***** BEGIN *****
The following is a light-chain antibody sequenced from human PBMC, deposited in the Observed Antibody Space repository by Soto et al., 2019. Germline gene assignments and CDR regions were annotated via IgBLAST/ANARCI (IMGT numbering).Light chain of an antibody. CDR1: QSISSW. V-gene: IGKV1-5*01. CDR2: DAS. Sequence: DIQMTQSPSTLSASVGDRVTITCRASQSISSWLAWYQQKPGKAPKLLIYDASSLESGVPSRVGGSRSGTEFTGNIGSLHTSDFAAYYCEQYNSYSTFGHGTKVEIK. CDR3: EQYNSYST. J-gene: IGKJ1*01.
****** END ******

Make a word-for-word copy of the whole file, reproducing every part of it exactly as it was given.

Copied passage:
The following is a light-chain antibody sequenced from human PBMC, deposited in the Observed Antibody Space repository by Soto et al., 2019. Germline gene assignments and CDR regions were annotated via IgBLAST/ANARCI (IMGT numbering).Light chain of an antibody. CDR1: QSISSW. V-gene: IGKV1-5*01. CDR2: DAS. Sequence: DIQMTQSPSTLSASVGDRVTITCRASQSISSWLAWYQQKPGKAPKLLIYDASSLESGVPSRVGGSRSGTEFTGNIGSLHTSDFAAYYCEQYNSYSTFGHGTKVEIK. CDR3: EQYNSYST. J-gene: IGKJ1*01.